Votorantim Cimentos received a US$662m fine and will be compelled to divest 35% of its assets that represent 11Mt/yr of cement capacity, equivalent to 15% of the cement demand in Brazil. Holcim is to be fined US$216m and is required to sell 22% of its assets. Itabira will be fined US$175m and will be required to sell 22% of its assets. Cimpor faces a US$126m fine and the sale of 25% of its assets. InterCement is to be fined US$103m and will be required to sell 25% of its assets. Itambé will be fined US$37.5m and will not have to sell any assets, as the company operates just one cement plant.
Brazil: Brazil's antitrust regulator is likely to impose US$1.3bn of fines on six cement producers that were allegedly part of a cartel in the Latin American country.
On 22 January 2014, four of the five members of the board of Brazil's Administrative Council for Economic Defense (Cade) voted for the penalties, while the remaining member requested a review of the process. Under the regulator's rules, during the review period Cade members can change their votes. Cade didn't offer a timetable for a final decision.
According to the current proposal, Brazil's Votorantim Cimentos would be fined US$657m and Switzerland's Holcim would receive a penalty of US$214m. Itabira Agro Industrial would be fined US$173m, Cimpor Cimentos would receive a penalty of US$126m and InterCement, a subsidiary of Camargo Correêa group, would be fined US$102m. In addition, Itambe would receive a fine of US$37.1m. Representatives for companies involved in the investigation couldn't be immediately reached for comment.
Cade said that the cement cartel, which allegedly existed from 1986 - 2007 according to the regulator's investigation, led to increased prices that were passed on to consumers.
Brazil: A VW Caddy was cemented to the pavement in Belo Horizonte, Brazil, after a car dealer refused to move it.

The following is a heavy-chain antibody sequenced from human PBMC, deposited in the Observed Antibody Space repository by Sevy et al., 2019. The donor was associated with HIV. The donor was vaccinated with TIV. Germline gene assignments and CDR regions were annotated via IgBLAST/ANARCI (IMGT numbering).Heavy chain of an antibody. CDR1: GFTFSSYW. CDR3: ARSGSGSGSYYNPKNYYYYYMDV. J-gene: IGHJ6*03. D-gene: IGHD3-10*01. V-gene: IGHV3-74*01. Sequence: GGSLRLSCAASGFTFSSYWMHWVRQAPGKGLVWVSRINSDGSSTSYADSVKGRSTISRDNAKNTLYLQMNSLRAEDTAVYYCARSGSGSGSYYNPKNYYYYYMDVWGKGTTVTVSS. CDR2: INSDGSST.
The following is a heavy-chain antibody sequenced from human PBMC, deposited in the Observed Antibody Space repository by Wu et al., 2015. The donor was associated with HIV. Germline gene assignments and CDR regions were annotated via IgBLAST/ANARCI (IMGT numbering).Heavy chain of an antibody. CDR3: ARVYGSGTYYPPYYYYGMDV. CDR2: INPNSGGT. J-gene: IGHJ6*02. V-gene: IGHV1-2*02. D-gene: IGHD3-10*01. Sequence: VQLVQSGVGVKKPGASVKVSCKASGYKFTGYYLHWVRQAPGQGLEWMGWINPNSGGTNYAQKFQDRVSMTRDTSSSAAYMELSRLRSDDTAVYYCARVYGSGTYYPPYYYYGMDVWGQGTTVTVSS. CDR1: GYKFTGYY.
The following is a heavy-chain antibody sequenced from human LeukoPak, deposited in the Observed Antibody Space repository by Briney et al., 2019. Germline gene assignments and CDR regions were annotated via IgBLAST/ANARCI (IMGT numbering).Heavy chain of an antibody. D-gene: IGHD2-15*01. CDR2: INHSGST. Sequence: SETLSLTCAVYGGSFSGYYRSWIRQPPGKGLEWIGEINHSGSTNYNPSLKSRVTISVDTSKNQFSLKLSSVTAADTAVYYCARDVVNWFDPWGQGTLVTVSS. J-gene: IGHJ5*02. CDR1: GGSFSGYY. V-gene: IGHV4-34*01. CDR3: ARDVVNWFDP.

Local media reports that the pavement has been used to display cars for sale for more than 20 years. While it is apparently not illegal to park cars on the pavement because it is a public space, it was not possible to complete necessary construction work on the pavement due to the parked car.
After the car dealer refused to move the car, the construction workers responded by cementing it in place. Celso Antonio de Faria, the owner of the cement company stated "He said I could not lay a finger on the car."
Brazil: América Latina Logística (ALL) plans to increase the volume of clinker and cement it transports for Votorantim Cimentos in the south of Brazil by over 30% before the end of 2013. The Brazilian logistics firm intends to increase its shipments for Votorantim to 1Mt/yr from 0.75Mt/yr, according to Brazilian news service Agência Estado.
ALL recently invested US$3.4m in trains and improving unloading bays in the southern state of Paraná and has borrowed a total of US$771m from the Brazilian Development Bank so far in 2013. The construction market represents 15% of its client portfolio in the industrial products sector.
Brazil: Germany's Hazemag & EPR GmbH has received an order from the Brennand Cimentos Group in Brazil for the delivery of two crushing plants for its new cement works in the federal state of Paraiba, Brazil. The order comprises one limestone crusher and one clay crusher.